If you have stayed in rented accommodation for a substantial amount of time you might have had some pleasant and certain not so pleasant experiences with your landlord(s).
Many a times, landlords bully tenants. The bullying might be verbal and/or emotional and me lead to lots of stress and anxiety. Since, a large number of tenants do not know what the law guarantees them and how it protects them, they just pack up their bags and leave to a new place, hoping that their next landlord won’t cause heartburn. To prevent any distress, it is best that tenants arm themselves with the knowledge about their rights.
In the year 2014, Housing Minister, Kris Hopkins launched a ‘How to Rent’ guide for private rented sector tenants. This was part of the government’s measure to ensure that England’s more than nine million tenants are given a fair deal.
Broadly speaking, the ‘How to Rent’ tenancy guide provides information on various topics and sub-topics that come under a tenancy, rent-agreements and rights of the tenants. Among other things, it provides information on tenancy deposit schemes, bill payments, and tenancy length. It also provides a checklist of all the facilities a landlord should provide. The guide speaks about how the landlord should maintain the structure of the property and the fact that he should give a 24-hour notice to the tenant before entering the property. The guide also elaborates at length the rules, regulations and procedures to end a tenancy.
If you are fretting over how you will go through the bulky document and make sense out of it then don’t. It is written in a user-friendly format and can be easily accessed on your computers and smartphones. In fact, when you are going to check out a place for rent, it will be advisable to open up the checklist on your phone browser and keep going through the checklist as you assess the property.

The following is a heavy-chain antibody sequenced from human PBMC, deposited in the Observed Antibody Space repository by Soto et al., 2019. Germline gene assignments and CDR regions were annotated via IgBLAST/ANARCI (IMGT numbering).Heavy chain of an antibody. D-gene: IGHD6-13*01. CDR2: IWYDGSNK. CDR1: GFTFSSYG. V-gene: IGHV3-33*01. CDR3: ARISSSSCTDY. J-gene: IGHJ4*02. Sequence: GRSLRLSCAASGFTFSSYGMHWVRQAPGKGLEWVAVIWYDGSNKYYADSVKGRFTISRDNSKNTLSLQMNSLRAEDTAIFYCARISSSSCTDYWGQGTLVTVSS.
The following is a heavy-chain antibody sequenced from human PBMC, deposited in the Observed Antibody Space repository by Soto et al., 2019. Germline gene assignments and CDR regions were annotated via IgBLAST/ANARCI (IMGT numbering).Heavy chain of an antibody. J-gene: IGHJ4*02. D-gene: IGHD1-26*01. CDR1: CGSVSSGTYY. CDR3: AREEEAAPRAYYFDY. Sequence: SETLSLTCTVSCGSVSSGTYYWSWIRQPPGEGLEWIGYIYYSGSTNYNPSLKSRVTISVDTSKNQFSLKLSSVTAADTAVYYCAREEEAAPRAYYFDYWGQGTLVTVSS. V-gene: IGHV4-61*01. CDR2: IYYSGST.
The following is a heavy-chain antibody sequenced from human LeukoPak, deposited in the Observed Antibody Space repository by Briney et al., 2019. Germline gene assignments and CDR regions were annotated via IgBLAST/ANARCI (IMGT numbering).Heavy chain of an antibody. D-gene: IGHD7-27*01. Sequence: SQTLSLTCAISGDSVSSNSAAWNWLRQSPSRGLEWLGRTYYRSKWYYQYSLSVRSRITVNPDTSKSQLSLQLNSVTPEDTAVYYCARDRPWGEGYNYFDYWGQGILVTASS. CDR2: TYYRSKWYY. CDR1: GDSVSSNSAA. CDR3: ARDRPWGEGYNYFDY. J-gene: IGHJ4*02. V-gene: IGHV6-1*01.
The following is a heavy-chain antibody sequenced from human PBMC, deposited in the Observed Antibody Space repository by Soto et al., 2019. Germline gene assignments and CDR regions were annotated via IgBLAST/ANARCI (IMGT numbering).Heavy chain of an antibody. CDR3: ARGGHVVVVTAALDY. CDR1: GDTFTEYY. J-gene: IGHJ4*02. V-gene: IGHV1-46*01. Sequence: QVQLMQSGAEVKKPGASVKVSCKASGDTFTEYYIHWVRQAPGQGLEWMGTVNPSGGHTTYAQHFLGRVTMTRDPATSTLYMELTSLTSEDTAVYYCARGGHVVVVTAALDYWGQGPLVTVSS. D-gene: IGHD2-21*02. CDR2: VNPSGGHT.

If you scan the guide before going in for the tour of the property you hope to rent, you will have a good idea of the your rights and responsibilities as a tenant, the questions to ask to the agent and/or the landlord and be more proactive and involved in the whole process.
The ‘tenancy guide’ is helpful right from the time you start looking for a place. It helps you answer basic but important questions on what all you should be looking – right from the duration of your tenancy to your budget range. It also helps you decide on the kind of area you should be moving to. The next part of the guide apprises you on what questions to ask. Questions related to deposit protection, landlord’s policy on children, pets and smoking; responsibilities of paying the utility bills, replacement policy on electric fixtures and faucets and the like.
The guide informs the tenants on how to go about the paperwork once they have found the ideal property and how to prepare an inventory. It also gives tips on how to live in a rented accommodation.
All in all, read the tenancy guide for the landlord’s checklist before renting a house.